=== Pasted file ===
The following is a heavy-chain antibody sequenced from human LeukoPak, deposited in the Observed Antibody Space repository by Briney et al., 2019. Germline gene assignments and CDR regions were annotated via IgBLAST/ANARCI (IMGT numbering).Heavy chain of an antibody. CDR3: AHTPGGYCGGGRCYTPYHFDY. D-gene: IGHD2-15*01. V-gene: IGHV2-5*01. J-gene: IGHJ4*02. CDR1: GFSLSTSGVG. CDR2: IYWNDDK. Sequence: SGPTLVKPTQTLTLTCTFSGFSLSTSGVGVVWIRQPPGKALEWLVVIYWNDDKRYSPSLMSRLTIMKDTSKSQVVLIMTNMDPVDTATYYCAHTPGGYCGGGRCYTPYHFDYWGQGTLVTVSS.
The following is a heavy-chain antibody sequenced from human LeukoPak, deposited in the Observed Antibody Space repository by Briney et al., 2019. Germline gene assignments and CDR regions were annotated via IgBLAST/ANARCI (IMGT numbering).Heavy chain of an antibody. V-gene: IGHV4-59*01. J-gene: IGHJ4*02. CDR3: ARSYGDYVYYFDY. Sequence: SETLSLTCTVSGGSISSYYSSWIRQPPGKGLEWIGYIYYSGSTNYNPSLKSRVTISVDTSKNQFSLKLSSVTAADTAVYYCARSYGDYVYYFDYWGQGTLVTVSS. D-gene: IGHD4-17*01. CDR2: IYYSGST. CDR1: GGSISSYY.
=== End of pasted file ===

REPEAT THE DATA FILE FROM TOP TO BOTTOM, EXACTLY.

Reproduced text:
The following is a heavy-chain antibody sequenced from human LeukoPak, deposited in the Observed Antibody Space repository by Briney et al., 2019. Germline gene assignments and CDR regions were annotated via IgBLAST/ANARCI (IMGT numbering).Heavy chain of an antibody. CDR3: AHTPGGYCGGGRCYTPYHFDY. D-gene: IGHD2-15*01. V-gene: IGHV2-5*01. J-gene: IGHJ4*02. CDR1: GFSLSTSGVG. CDR2: IYWNDDK. Sequence: SGPTLVKPTQTLTLTCTFSGFSLSTSGVGVVWIRQPPGKALEWLVVIYWNDDKRYSPSLMSRLTIMKDTSKSQVVLIMTNMDPVDTATYYCAHTPGGYCGGGRCYTPYHFDYWGQGTLVTVSS.
The following is a heavy-chain antibody sequenced from human LeukoPak, deposited in the Observed Antibody Space repository by Briney et al., 2019. Germline gene assignments and CDR regions were annotated via IgBLAST/ANARCI (IMGT numbering).Heavy chain of an antibody. V-gene: IGHV4-59*01. J-gene: IGHJ4*02. CDR3: ARSYGDYVYYFDY. Sequence: SETLSLTCTVSGGSISSYYSSWIRQPPGKGLEWIGYIYYSGSTNYNPSLKSRVTISVDTSKNQFSLKLSSVTAADTAVYYCARSYGDYVYYFDYWGQGTLVTVSS. D-gene: IGHD4-17*01. CDR2: IYYSGST. CDR1: GGSISSYY.